Lithuania's president: Former banker, Ukraine ally

Lithuania's President Gitanas Nauseda speaks to the media as he arrives to wait for the results of the second round of the presidential election on May 26, 2024, in Vilnius, Lithuania. [AFP]

Lithuania's President Gitanas Nauseda, who won re-election on Sunday, is a centre-right former banker who established himself as a pro-EU statesman and staunch Ukraine supporter during his first term in the job.

Decades of TV appearances as an economic expert have made the married father of two a household name, reputed for his moderate stances on major policy issues.

At nearly two metres (six feet, three inches) tall, Nauseda towered over his seven rivals in the presidential race which he comfortably won with more than 75 per cent of the vote, according to partial official results.

"For me, he's an intelligent man, he speaks many languages, he's educated, he's a banker, he's really presidential-looking," 67-year-old pensioner Ausra Vysniauskiene told AFP after casting the ballot for Nauseda.

"I want men to lead, especially when the threat of war is so big," she added.

Lithuania, a NATO and EU member of 2.8 million people, fears it could be next in Russia's crosshairs if Moscow were to win its war against Ukraine, and Nauseda has been a vocal critic of the Kremlin.

"The hatred fostered by Russia threatens our world order. It threatens every one of us," he said on the invasion anniversary in February.

'Youthful mistake'

But critics say Nauseda gained popularity through sticking to the middle ground and avoiding debates on controversial policy issues.

He also holds conservative views on gay rights and in the past spoke against allowing same-sex couples to adopt children.

Born in the Baltic seaport of Klaipeda in Soviet-occupied Lithuania in 1964, Nauseda first studied economics at Vilnius University in the 1980s when the subject was heavily tinged with communist ideology.

After Lithuania declared independence from the Soviet Union in 1990, he left to pursue his education at the University of Mannheim in Germany, an experience he says had a lasting impact on his views.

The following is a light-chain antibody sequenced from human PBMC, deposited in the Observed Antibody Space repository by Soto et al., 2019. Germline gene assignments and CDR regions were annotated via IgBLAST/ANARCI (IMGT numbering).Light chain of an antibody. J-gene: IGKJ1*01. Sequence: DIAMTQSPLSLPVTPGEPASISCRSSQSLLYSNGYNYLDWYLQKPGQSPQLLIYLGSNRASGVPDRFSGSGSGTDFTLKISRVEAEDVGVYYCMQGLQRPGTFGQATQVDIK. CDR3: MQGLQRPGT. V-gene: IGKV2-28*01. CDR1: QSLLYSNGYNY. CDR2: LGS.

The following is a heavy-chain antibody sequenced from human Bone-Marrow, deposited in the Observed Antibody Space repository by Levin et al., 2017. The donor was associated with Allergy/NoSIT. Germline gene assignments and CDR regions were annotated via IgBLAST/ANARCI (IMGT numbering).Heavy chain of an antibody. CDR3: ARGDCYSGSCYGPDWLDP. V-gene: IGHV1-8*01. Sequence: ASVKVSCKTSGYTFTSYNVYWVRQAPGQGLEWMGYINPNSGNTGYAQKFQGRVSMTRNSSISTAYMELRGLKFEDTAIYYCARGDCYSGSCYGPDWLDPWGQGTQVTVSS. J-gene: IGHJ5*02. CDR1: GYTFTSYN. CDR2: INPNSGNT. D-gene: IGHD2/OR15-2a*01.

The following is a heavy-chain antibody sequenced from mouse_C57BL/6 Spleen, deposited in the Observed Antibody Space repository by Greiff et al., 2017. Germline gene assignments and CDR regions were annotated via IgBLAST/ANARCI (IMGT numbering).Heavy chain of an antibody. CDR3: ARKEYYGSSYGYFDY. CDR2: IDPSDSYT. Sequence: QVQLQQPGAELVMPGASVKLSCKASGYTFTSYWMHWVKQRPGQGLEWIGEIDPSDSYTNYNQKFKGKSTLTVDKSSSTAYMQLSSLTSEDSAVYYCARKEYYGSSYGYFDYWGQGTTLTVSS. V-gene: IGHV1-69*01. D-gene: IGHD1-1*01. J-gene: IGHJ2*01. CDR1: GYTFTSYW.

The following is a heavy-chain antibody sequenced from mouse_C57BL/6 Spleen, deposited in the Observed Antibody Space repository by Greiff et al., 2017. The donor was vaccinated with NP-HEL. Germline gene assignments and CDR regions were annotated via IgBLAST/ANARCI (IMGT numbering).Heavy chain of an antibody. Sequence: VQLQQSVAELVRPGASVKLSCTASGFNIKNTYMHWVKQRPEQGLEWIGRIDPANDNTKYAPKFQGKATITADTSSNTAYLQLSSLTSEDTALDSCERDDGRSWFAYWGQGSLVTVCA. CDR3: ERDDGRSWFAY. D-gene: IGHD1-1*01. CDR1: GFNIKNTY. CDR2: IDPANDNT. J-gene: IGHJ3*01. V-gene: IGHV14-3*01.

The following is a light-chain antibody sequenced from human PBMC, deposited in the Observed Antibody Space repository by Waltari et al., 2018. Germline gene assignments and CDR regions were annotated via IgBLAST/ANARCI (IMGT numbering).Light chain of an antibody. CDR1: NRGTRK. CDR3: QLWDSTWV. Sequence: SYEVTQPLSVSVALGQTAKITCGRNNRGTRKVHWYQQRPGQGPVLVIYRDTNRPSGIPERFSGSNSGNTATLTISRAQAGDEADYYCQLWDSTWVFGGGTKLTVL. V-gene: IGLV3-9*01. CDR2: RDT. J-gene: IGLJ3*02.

In 2023, local media said Nauseda belonged to the Communist party in 1988-1990.

Nauseda called this "a youthful mistake" and said he only became a member because he wanted to pursue an academic career.

"I was an ambitious and foolishly stubborn young man, and I even ignored my mother's discouragement against such a step," Nauseda said.

Doner kebab and books

Economically left-leaning, Nauseda strongly favours the welfare state and opted for higher taxes on businesses to finance the government's recent proposal to boost defence spending up to three per cent of GDP.

Nauseda is a staunch Ukraine supporter, especially after Moscow invaded the neighbouring country in 2022. He has particularly close ties to Polish president Andrzej Duda, who he met 35 times during his first five-year term.

Nauseda's political idols include WWII-era British Prime Minister Winston Churchill and late US President Ronald Reagan for his hard line on the then USSR.

Nauseda, who prides himself in being physically active, famously asked his bodyguards once to play football with him for lack of anyone else to play with.

He also admitted in one interview that he is a frequent visitor to doner kebab shops.

Fluent in English, German and Russian, Nauseda enjoys playing chess and collecting rare books.

The oldest tome in his collection is a history of Prussia, dating from 1518, by Erasmus Stella.

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